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Am J Physiol Endocrinol Metab. 2008 Jul;295(1):E70-7. doi: 10.1152/ajpendo.00774.2007. Epub 2008 Apr 22.

Protein coingestion stimulates muscle protein synthesis during resistance-type exercise.

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Department of Human Movement Sciences, Maastricht University, 6200 MD Maastricht, The Netherlands.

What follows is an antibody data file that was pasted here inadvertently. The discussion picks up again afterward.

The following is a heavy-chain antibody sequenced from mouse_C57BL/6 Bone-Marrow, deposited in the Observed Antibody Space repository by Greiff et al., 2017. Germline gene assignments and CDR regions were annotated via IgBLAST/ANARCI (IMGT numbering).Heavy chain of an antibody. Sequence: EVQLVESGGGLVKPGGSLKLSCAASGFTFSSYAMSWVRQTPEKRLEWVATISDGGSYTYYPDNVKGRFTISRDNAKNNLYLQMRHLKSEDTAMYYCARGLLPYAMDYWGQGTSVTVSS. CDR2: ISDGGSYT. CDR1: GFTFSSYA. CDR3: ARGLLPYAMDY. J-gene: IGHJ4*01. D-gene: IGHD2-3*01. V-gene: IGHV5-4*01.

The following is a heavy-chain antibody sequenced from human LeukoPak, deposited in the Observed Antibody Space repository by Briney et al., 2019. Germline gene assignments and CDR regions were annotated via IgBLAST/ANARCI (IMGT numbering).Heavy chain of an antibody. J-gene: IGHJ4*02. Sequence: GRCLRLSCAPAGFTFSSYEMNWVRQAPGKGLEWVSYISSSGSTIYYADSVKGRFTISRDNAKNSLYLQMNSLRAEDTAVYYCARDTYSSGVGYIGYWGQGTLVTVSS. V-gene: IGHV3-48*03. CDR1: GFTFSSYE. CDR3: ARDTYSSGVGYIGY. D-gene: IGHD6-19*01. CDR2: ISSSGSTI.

In contrast to the effect of nutritional intervention on postexercise muscle protein synthesis, little is known about the potential to modulate protein synthesis during exercise. This study investigates the effect of protein coingestion with carbohydrate on muscle protein synthesis during resistance-type exercise. Ten healthy males were studied in the evening after they consumed a standardized diet throughout the day. Subjects participated in two experiments in which they ingested either carbohydrate or carbohydrate with protein during a 2-h resistance exercise session. Subjects received a bolus of test drink before and every 15 min during exercise, providing 0.15 g x kg(-1) x h(-1) carbohydrate with (CHO + PRO) or without (CHO) 0.15 g x kg(-1) x h(-1) protein hydrolysate. Continuous intravenous infusions with l-[ring-(13)C(6)]phenylalanine and l-[ring-(2)H(2)]tyrosine were applied, and blood and muscle biopsies were collected to assess whole body and muscle protein synthesis rates during exercise. Protein coingestion lowered whole body protein breakdown rates by 8.4 +/- 3.6% (P = 0.066), compared with the ingestion of carbohydrate only, and augmented protein oxidation and synthesis rates by 77 +/- 17 and 33 +/- 3%, respectively (P < 0.01). As a consequence, whole body net protein balance was negative in CHO, whereas a positive net balance was achieved after the CHO + PRO treatment (-4.4 +/- 0.3 vs. 16.3 +/- 0.4 micromol phenylalanine x kg(-1) x h(-1), respectively; P < 0.01). In accordance, mixed muscle protein fractional synthetic rate was 49 +/- 22% higher after protein coingestion (0.088 +/- 0.012 and 0.060 +/- 0.004%/h in CHO + PRO vs. CHO treatment, respectively; P < 0.05). We conclude that, even in a fed state, protein coingestion stimulates whole body and muscle protein synthesis rates during resistance-type exercise.

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